Of course I'm a nerd. I own several Rush CDs. I've been known to pair white athletic socks with brown shoes. This column arrived late because I spent a good chunk of the morning trolling through comments about last night's "Lost" on the Entertainment Weekly and USA Today "Pop Candy" boards. (My random, totally-not-justified-by-the-evidence-at-hand theory: there are two sets of Others on the island.)
So technically, Starlog should be right up my alley. It's a fan magazine in the truest sense: every word in every story is written by and for fans. Perusing it, you get the impression that its editors and contributors had a hell of a time putting it together.
Unfortunately, while this may make for a happy tribe of office nerdlings, it doesn't necessarily make for much of a magazine. I know, I know: Starlog has survived and prospered for 30 years, so the opinion of some pissant nerd/writer doesn't mean diddly. Let me come right out and state it in the strongest possible terms, then: Starlog ain't long for this galaxy, or any other, unless it decides to enter the 21st century from a publishing perspective. Pretty futuristic, huh?
Oh, sure, the mag could slog along in its current format for awhile, coasting on its name and king-dork rep. But unless it takes drastic steps -- we're talking head-to-toe plastic surgery here, plus a rethinking of its fanboy approach -- it can't expect to hold readers' attention for much longer, especially given the more immediate and interactive online competition.
There isn't a single item in the November Starlog that doesn't lend itself to rich illustration, yet the mag all too often is content to pair its stories with a few blah film stills. The fonts, colors and layouts seem poached from a circa-1987 Premiere; the issue's most imaginative graphic flourish is a gaggle of magician hats with pithy trivia tidbits popping out of them (accompanying the story on the upcoming flick "The Prestige").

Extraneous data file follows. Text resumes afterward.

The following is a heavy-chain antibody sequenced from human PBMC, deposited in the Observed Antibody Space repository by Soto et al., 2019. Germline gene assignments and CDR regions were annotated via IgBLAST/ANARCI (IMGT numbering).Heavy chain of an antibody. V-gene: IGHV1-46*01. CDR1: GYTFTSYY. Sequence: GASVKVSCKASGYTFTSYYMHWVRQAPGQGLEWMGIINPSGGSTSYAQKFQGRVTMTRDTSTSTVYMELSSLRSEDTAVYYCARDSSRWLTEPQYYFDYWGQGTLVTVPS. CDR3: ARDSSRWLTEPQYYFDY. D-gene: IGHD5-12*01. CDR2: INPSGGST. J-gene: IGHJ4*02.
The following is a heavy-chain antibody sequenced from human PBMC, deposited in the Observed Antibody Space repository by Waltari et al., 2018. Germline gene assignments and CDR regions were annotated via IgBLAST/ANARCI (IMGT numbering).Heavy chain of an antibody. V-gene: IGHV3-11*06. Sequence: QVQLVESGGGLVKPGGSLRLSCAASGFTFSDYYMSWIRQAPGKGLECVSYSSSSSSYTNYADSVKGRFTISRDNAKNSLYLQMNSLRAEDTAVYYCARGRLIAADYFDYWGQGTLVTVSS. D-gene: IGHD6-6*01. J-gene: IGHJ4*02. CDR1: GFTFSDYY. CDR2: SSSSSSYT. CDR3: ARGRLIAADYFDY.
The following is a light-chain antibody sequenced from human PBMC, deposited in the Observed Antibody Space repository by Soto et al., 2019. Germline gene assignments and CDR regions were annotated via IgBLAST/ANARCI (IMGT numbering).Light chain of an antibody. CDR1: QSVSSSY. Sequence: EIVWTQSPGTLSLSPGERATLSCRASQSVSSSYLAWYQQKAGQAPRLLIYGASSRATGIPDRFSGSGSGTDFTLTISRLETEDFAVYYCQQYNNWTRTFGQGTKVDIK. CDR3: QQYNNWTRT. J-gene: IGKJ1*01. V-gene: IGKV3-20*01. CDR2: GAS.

Additionally, Starlog lacks any coherent organizational scheme, simply running one story after the next. Sections? Starlog don't need no stinkin' sections, outside of a handful of front-of-book pages devoted to TV listings and DVD reviews. Even when the magazine serves up an entertaining bit -- the four "Log Toons," including one featuring "Yao Ming the Merciless" -- it manages to diminish the overall effect, in this case by placing them on a page with the ownership/circulation statement.
The stories themselves positively teem with information, and Starlog affords them plenty of space. But it's pretty clear that enthusiast approach or no, the mag needs writers more capable of keeping an editorial distance. The writer assigned to the interview with William Shatner seems genuinely awed by his subject, throwing out poofy questions like "Anything else coming up?" (Nerd interjection: I own and dig Shatner's "Has Been" record from last year; it's a quirky, mostly sober meditation on life and death that features no "Rocket Man" moments.)
Other pieces in the November issue come across as similarly overimpressed with their topics. The story on animated flick "Open Season" reads as if it were written by a studio publicist, while the overlong profile of Dominic Monaghan ("Lost," "Lord of the Rings"... talk about hitting the dork daily double) offers spoilers like "I really did make friends for life on 'Lord'" and "I enjoy new and interesting parts, and I would like people to recognize that I have the ability to play different characters." As for the feature on "Smallville" babe Erica Durance, gosh, set your phasers on "stunning" -- less for her looks than for the nigh-tragic inclusion of a "Dirty Durancing" subhed.
And then there are the tens of captions, boring at best ("Hurley has a huge heart, but even he would find it hard to forgive Charlie's abduction of Sun in Season Two") and nonsensical at worst ("Let no one say the Ood aren't odd as well as quite disturbing"... and yes, I'm hip to all things Doctor Who). There's a little bit of self-congratulation here as well, in the last-page "Liner Notes" that chronicle the creation of the issue. Do readers really give a hoot about the order in which stories were laid out, or that a certain piece would have run earlier if the mag had more art? All signs point to no.
My unsolicited advice to Starlog: wind down the print pub and pump more and more resources into the Starlog.com Web site. The Starlog brand name still has considerable pull with the pocket-protected crowd, but this audience will go wherever its inside-information needs are best served. Assuming Starlog continues to snare access to film sets and sci-fi deities like The Shatner, it can compete in cyberspace -- and probably better serve rich-media-happy advertisers, not to mention make a few bucks, in the process. But the magazine, barring an extreme Vulcan makeover, looks like toast from where I'm sitting.